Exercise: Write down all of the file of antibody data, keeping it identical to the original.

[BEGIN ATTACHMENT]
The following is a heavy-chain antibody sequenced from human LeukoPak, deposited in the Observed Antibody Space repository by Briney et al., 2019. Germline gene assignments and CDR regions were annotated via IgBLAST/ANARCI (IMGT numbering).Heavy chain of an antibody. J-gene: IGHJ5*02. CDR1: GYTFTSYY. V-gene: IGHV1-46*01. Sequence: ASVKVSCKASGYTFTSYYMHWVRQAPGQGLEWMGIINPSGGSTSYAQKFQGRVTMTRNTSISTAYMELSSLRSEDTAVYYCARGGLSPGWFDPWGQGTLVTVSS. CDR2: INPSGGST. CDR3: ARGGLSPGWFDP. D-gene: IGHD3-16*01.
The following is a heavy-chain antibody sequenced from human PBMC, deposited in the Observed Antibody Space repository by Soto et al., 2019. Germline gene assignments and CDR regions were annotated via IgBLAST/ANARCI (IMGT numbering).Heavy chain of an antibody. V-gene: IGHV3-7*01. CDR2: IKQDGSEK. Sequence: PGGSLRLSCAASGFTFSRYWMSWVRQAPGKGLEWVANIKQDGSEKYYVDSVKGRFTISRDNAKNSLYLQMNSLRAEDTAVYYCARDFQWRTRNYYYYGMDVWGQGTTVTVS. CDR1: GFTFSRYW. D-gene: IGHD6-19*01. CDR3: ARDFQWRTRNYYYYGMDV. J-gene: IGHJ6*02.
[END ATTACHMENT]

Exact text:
The following is a heavy-chain antibody sequenced from human LeukoPak, deposited in the Observed Antibody Space repository by Briney et al., 2019. Germline gene assignments and CDR regions were annotated via IgBLAST/ANARCI (IMGT numbering).Heavy chain of an antibody. J-gene: IGHJ5*02. CDR1: GYTFTSYY. V-gene: IGHV1-46*01. Sequence: ASVKVSCKASGYTFTSYYMHWVRQAPGQGLEWMGIINPSGGSTSYAQKFQGRVTMTRNTSISTAYMELSSLRSEDTAVYYCARGGLSPGWFDPWGQGTLVTVSS. CDR2: INPSGGST. CDR3: ARGGLSPGWFDP. D-gene: IGHD3-16*01.
The following is a heavy-chain antibody sequenced from human PBMC, deposited in the Observed Antibody Space repository by Soto et al., 2019. Germline gene assignments and CDR regions were annotated via IgBLAST/ANARCI (IMGT numbering).Heavy chain of an antibody. V-gene: IGHV3-7*01. CDR2: IKQDGSEK. Sequence: PGGSLRLSCAASGFTFSRYWMSWVRQAPGKGLEWVANIKQDGSEKYYVDSVKGRFTISRDNAKNSLYLQMNSLRAEDTAVYYCARDFQWRTRNYYYYGMDVWGQGTTVTVS. CDR1: GFTFSRYW. D-gene: IGHD6-19*01. CDR3: ARDFQWRTRNYYYYGMDV. J-gene: IGHJ6*02.